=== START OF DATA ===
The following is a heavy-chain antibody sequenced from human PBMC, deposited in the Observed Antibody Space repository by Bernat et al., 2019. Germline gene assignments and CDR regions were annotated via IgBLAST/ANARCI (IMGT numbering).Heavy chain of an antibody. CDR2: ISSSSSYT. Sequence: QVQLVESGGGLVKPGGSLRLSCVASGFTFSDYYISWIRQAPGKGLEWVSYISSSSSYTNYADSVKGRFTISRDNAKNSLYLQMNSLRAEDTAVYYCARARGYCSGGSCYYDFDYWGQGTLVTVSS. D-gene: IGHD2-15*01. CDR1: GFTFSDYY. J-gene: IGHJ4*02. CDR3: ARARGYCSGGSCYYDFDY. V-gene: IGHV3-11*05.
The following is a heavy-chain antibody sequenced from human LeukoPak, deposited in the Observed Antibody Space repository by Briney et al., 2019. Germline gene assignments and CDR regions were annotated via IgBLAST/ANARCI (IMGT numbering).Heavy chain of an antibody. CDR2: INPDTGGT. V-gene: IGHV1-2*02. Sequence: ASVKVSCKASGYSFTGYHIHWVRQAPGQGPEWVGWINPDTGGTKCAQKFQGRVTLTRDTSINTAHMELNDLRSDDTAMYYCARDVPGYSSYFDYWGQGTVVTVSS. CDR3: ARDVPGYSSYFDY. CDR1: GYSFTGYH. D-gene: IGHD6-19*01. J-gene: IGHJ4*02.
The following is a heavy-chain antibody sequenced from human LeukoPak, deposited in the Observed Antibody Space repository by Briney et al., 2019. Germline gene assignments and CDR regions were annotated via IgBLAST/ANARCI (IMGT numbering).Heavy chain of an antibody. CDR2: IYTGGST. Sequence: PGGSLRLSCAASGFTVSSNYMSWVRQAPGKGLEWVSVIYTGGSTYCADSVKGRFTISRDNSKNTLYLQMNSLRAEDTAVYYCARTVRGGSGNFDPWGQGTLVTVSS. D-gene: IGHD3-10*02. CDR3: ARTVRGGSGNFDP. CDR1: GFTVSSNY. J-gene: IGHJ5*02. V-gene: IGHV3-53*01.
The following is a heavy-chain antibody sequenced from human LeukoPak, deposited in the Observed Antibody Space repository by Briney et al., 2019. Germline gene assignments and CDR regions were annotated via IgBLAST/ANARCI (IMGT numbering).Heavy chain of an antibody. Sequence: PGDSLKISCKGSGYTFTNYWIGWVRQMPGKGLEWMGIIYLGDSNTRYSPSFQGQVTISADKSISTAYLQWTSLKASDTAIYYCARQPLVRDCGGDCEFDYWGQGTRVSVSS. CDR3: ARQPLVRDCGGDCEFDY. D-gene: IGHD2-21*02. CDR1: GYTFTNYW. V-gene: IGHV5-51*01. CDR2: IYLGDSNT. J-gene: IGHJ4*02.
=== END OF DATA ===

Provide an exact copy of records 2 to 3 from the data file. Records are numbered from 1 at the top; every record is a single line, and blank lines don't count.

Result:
The following is a heavy-chain antibody sequenced from human LeukoPak, deposited in the Observed Antibody Space repository by Briney et al., 2019. Germline gene assignments and CDR regions were annotated via IgBLAST/ANARCI (IMGT numbering).Heavy chain of an antibody. CDR2: INPDTGGT. V-gene: IGHV1-2*02. Sequence: ASVKVSCKASGYSFTGYHIHWVRQAPGQGPEWVGWINPDTGGTKCAQKFQGRVTLTRDTSINTAHMELNDLRSDDTAMYYCARDVPGYSSYFDYWGQGTVVTVSS. CDR3: ARDVPGYSSYFDY. CDR1: GYSFTGYH. D-gene: IGHD6-19*01. J-gene: IGHJ4*02.
The following is a heavy-chain antibody sequenced from human LeukoPak, deposited in the Observed Antibody Space repository by Briney et al., 2019. Germline gene assignments and CDR regions were annotated via IgBLAST/ANARCI (IMGT numbering).Heavy chain of an antibody. CDR2: IYTGGST. Sequence: PGGSLRLSCAASGFTVSSNYMSWVRQAPGKGLEWVSVIYTGGSTYCADSVKGRFTISRDNSKNTLYLQMNSLRAEDTAVYYCARTVRGGSGNFDPWGQGTLVTVSS. D-gene: IGHD3-10*02. CDR3: ARTVRGGSGNFDP. CDR1: GFTVSSNY. J-gene: IGHJ5*02. V-gene: IGHV3-53*01.